Congress passed the 1974 FECA amendments in response to the Watergate scandal. The amendments were the most comprehensive revision of campaign finance law in history, but they incorporated most of the laws that had been on the books since the Tillman Act in 1907. Buckley v. Valeo was the Supreme Court's most comprehensive ruling on the constitutionality of that law.1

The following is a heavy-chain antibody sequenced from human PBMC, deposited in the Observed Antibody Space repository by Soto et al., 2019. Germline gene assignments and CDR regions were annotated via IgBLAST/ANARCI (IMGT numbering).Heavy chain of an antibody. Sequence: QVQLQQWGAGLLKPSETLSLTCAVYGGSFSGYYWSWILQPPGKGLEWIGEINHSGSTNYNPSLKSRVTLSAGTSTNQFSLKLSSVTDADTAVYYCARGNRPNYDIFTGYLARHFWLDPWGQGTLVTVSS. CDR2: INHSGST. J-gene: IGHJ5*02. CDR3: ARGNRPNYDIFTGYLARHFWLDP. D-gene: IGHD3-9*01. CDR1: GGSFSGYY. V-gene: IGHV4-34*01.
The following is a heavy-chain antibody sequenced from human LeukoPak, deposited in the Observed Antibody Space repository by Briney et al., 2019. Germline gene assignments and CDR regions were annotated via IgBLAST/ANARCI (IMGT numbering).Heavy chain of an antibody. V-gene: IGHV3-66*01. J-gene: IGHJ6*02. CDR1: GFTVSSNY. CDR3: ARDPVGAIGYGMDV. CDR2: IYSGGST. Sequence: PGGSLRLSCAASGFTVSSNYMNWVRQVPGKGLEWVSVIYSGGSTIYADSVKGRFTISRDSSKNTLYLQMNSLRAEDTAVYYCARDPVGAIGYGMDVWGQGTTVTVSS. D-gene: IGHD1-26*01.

Buckley was about a challenge to the constitutionality of the entire range of campaign finance law. This was the first time anyone had disputed the very idea of regulating campaign funds, and it was the first time the court had expressed its own doubts about it. By striking down a key part of the 1974 FECA amendments, the court put the constitutionality of regulation at the center of the campaign finance issue for the first time. Debate about the way we should pay for election campaigns became more a matter of constitutional law than of politics, and made the Supreme Court the dominant voice in that debate.

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